Friday, November 03, 2006


The beta-carbolines were first isolated in 1841 from the seeds of Peganum harmala, a small, bushy herb known as Syrian Rue which grows along the Mediterranean and throughout Central Asia.

It is also reported to have escaped cultivation and can now be found throughout the American southwest. Middle Eastern people have long used Syrian Rue as a folk medicine and for the unique red dye in Turkish and Persian rugs. Egyptians employed the seeds as an aphrodisiac and the plant has been considered as a possible (although unlikely) candidate for the mysterious Soma described in the Rig-Veda. Beta-carbolines have since been identified in several more plants including Passionflower (Passiflora incarnata), Tobacco (Nicotiana rustica), and even within the human pineal gland.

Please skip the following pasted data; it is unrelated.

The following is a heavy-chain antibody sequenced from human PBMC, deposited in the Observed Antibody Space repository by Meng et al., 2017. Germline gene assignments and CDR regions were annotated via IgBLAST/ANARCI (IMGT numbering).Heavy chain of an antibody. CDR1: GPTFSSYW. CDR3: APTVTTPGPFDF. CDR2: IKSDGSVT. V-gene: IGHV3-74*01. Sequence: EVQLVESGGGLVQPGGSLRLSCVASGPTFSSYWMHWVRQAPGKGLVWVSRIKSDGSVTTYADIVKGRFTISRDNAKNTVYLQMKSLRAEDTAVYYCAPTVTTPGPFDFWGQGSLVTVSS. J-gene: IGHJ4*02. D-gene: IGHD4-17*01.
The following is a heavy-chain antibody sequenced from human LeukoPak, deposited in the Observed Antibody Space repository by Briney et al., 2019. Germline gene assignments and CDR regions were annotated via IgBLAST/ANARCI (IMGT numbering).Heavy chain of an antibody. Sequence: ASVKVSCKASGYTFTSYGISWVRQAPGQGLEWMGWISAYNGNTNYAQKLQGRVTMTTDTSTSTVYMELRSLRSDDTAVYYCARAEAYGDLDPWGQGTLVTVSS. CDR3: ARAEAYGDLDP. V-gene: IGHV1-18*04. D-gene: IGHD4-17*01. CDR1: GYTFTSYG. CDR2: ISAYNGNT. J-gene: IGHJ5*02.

The beta-carbolines are members of the indole family of alkaloids which includes the highly illegal drugs LSD, Psilocybin, DMT, Bufotenin, and Ibogaine. Interestingly, the beta-carbolines have never been scheduled as illegal substances. All of the indoles possess a structural similarity to the neurotransmitters serotonin and dopamine.

Neuro-Alchemy: Beta-Carbolines as Potentiating Agents
by J.B. Fleming

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